Juggling the responsibilities of parenting, work, relationships, and other commitments can be overwhelming at the best of times. Even if you have great support from your co-parent and have plenty of other family and community support. But then, add in the stress and frustration of parenting a teen with issues, and you will soon find yourself feeling exhausted, burned out, and possibly struggling with your own mental health. For many parents, prioritizing their own mental wellness and practicing self-care is simply impossible. Who has the time? Where do you even get started?
While it may take a bit of extra planning and thought, self-care is such an important part of coping with everything that parenthood and life, in general, have to throw your way. We’ve got a few tips to get you started so that you can either get out of feeling completely burned out or even keep burnout at bay.
What does burnout look and feel like?
The struggles you’re trying to cope with right now may feel so familiar that they almost feel like it’s your version of what is completely normal. This sense of constantly being stressed, feeling like you want to burst into tears or run away entirely. But it’s not. Parental burnout, while common, doesn’t need to be your normal.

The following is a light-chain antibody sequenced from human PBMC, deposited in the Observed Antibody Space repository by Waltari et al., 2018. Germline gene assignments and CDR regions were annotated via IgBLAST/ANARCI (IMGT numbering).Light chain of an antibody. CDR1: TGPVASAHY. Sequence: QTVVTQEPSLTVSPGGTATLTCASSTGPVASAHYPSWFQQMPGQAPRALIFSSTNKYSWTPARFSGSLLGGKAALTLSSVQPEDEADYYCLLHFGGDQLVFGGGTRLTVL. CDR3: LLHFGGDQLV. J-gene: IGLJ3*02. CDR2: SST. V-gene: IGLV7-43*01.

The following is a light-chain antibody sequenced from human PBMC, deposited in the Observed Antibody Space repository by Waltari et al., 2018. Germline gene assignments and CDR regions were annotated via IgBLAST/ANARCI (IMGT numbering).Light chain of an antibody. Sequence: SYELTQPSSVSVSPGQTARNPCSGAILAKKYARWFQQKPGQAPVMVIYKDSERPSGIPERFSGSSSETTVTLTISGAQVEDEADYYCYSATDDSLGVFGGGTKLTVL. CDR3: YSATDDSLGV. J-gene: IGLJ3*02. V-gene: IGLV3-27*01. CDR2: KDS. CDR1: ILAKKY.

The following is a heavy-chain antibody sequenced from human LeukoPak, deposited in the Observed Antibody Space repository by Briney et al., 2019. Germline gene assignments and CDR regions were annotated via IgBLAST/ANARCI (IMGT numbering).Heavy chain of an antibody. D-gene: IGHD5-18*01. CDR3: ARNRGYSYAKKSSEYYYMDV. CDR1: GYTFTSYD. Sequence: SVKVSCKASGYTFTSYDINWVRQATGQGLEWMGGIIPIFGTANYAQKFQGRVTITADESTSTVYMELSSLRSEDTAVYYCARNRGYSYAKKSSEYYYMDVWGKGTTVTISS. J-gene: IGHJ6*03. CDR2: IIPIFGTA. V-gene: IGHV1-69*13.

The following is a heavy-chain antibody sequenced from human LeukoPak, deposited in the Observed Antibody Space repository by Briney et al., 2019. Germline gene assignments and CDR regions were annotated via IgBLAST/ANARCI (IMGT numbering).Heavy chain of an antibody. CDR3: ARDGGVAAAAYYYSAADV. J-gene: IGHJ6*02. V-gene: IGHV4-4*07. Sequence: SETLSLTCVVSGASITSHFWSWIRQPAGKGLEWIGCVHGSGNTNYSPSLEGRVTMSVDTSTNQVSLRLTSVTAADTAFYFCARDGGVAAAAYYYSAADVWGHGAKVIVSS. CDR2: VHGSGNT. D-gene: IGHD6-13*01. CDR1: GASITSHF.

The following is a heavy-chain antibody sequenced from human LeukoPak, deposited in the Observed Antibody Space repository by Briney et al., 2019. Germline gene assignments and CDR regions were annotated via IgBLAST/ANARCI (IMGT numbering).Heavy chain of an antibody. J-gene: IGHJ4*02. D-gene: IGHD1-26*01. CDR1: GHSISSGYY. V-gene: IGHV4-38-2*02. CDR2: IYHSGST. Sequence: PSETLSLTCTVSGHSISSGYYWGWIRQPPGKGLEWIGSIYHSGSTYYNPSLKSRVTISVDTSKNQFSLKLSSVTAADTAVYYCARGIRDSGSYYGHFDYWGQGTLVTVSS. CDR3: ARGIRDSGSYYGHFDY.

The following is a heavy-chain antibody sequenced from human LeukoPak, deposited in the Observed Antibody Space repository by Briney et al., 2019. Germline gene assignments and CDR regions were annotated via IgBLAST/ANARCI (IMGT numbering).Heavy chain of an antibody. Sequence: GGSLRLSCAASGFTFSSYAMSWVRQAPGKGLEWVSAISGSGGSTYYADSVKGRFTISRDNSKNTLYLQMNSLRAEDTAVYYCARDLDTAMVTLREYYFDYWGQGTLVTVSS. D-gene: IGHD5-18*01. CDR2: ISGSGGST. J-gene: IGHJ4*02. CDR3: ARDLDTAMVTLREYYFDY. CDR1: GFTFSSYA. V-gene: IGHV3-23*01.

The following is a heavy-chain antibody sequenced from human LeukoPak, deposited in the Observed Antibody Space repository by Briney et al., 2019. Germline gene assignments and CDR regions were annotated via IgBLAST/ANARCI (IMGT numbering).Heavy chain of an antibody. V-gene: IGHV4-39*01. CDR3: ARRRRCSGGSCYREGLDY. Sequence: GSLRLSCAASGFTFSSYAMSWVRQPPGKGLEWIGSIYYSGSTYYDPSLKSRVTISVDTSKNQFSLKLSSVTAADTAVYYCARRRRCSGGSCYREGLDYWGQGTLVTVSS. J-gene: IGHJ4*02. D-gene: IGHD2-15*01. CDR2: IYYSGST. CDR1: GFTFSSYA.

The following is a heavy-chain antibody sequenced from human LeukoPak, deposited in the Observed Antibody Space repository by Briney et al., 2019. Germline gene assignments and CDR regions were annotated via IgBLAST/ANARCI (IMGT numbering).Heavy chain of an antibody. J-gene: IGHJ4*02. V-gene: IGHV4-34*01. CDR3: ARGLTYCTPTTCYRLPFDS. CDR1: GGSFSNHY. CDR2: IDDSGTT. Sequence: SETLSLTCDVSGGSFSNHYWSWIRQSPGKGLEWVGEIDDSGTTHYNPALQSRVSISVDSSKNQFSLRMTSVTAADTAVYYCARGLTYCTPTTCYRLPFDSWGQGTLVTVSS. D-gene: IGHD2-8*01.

What could it look like?
- Feeling overwhelming exhaustion when it comes to every aspect of parenting.
- Feeling an emotional distance between your children and yourself, even your children who are not troubled teens.
- Doubting your ability to be a good parent to your troubled teen and your other children.
- Feeling trapped.
- A start or increase in unhealthy coping mechanisms, such as smoking or drinking.
- Feeling an increase in both physical and mental exhaustion. You may feel tired and drained, no matter how much sleep you get.
- An increased risk of developing or worsening of the symptoms of depression and anxiety.
- Feeling irritable and frustrated. You may also snap at your family and friends over even the smallest of frustrations.
- Struggling to sleep, no matter how tired you are.
- Difficulty concentrating at work or on other important tasks.
Mental fatigue, particularly when related to parental burnout will often see you in a state of emotional, physical, and mental exhaustion.
What’s to blame for your parental burnout?
If you’re feeling burned out at work, it’s usually easy to figure out why you’re burned out. You’re working long hours, with little to no support, and you’re not getting adequate downtime. The same theory applies to parental burnout. You’re putting in long hours, dealing with high levels of stress, and you’re not getting enough time to rest and recover between needing to handle issues with your troubled teen.
All parenting, no matter the ages of your children, will involve challenges and some level of stress. However, the positives of parenting generally outweigh the negative aspects of parenting kids. The problem is that sometimes the parenting scale tips too far into the negative aspects. You’ll feel more stress than you’re feeling rewards, putting you at an increased risk of burnout.